Discussion in 'Tae-Kwon-Do' started by bluekey88, Dec 4, 2010.
The both had boxing experience.
I see a middle ground. Being a black belt and having tournament experience doesn't make one a good coach, but it's probably the most direct road to understanding the art. The next step, IMO, that ATC articulates very well, is that a good coach must translate that understanding to his/her athlete and to the fight at hand (the comment about timing as the answer to speed, for example). It makes sense that some people may have the special ability to learn by watching and studying with little personal experience, but I suspect they are gifted exceptions (and that a great deal of study was involved). There are examples of people playing a musical instrument very well having never picked one up before, but it's rare. It's definitely true that a coach does not have to be a skilled athlete himself, but again, the ability to demonstrate at some level is an asset.
I don't know much about Mr. Amato and Mr. Dundee. Would you say they are exceptional for their insight into the boxing game, particularly for their experience level?
I was not able to find this info.
Please provide a link.
Dundee coached Muhammed Ali for many years as well as some other top professionals.
Damato coached Tyson to world Championship and for ,many years as well as some other top professionals.
I have asked ATC who seems familiar with their personal boxing experience to provide a link since my basic search came up with nothing.
I think the success of those they coached establishes them as exceptional.
From his book. He states he only fiddle around as a boxer. His brothers were the pro boxers. But he did do it. Do you think that growing up in Philly with hanging around boxing gyms all his life he would not try it? Even if only to help his brothers.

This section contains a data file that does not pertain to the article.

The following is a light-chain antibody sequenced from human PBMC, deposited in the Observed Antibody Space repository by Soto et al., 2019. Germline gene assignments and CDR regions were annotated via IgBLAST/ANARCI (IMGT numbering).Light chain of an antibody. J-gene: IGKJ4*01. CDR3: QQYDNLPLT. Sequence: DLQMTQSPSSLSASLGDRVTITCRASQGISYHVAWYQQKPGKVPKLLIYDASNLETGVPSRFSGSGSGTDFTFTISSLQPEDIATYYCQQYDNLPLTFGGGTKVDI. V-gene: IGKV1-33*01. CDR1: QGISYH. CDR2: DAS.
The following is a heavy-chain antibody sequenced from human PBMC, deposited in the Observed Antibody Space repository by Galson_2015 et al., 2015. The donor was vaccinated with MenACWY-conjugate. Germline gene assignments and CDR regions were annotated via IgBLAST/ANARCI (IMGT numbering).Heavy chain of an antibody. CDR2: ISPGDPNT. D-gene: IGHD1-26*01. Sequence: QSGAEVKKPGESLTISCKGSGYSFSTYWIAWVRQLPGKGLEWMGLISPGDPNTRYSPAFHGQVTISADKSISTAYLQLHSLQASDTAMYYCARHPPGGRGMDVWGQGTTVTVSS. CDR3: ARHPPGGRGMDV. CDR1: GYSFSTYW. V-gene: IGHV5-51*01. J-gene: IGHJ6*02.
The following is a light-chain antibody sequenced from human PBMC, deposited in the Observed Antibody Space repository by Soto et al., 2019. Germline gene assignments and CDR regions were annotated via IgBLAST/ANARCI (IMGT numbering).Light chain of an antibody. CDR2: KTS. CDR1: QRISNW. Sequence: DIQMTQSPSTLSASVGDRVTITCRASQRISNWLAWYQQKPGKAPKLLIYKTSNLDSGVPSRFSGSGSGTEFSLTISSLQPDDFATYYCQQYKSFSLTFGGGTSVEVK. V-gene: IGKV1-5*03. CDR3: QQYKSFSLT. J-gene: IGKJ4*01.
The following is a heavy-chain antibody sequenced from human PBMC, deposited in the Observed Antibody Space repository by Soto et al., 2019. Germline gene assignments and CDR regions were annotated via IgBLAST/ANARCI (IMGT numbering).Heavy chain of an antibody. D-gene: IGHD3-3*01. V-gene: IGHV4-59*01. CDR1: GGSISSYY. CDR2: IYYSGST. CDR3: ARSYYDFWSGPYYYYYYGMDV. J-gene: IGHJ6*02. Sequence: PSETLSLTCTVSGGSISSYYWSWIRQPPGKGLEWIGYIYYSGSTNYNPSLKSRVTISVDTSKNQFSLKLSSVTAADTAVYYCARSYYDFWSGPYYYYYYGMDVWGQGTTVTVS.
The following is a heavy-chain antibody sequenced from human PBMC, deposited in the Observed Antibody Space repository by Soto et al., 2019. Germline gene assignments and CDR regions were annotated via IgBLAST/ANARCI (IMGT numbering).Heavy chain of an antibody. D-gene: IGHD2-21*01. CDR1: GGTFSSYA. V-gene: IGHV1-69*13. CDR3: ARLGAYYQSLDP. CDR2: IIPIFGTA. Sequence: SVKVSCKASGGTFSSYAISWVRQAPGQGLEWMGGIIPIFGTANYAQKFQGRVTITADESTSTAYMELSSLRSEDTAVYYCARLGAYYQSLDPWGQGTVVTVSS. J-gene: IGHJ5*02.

About to leave work. I will get you a link for Cus when I get home.
Thanks for the link. I think it proves my point since it recounts only nominal experience in the ring versus other skills he needed as a coach.
But he had some experience. I could not coach an ice skater without putting on some skates and understanding some things about it. No you don't have to be a super star, but some first hand knowledge is needed.
Watching others after some fundamental first hand experience can go a long way. But no first hand knowledge will get you nowhere.
I don't have any great TKD ring experience but I have enough to formulate all that is needed to coach someone else.
Current Knowledge OLYMPIC TKD changes yearly. What you did in the 90's is of little help today if you have not kept up on the latest Techniques and systems LAJUST, DAEDO ETC...
Ring experience is helpful!
BB is helpful?
Ability to handle the mental ups and downs of a fighter!
INTEGRITY! If you don't have it people will find out over time!
Noting that it's not always sparring that you are coaching.....
I think that any coach needs;
Experiance in the thing that you are coaching for (e.g. sparring or patterns comps), teaching ability and an understanding of your students mindset and capabilites.
Coaching teenagers is different from coaching kids, is different from coaching adults, is different from coaching veterans.... on a similar level, patterns coaching is different from sparring coaching, colour belts different from black belts.... You need to be changeable and be able to convey your meaning in an effective and timly way.
The one other tip that I have is to have a good athlete to coach. It is just as important to have someone with the skills and to be coachable. Not every person has what it takes to be the best, just like not every person is coachable.
I coach many kids and I feel that I am flexible enough to understand each kid is different and adapt my coaching to each kid.
With that said I also understand that some of the kids I coach just don't have the physical abilities to make it. Even with the understanding that everyone has something that can be developed to compensate for weaknesses. Some kids just don't have that "IT" factor. They won't do the dirty work to get them ahead no matter how hard you try to get them to. They won't do any extra outside of class time. They only do the bare minimum and that is it.
No matter how good you are as a coach the athlete needs to be the one to do the work.123
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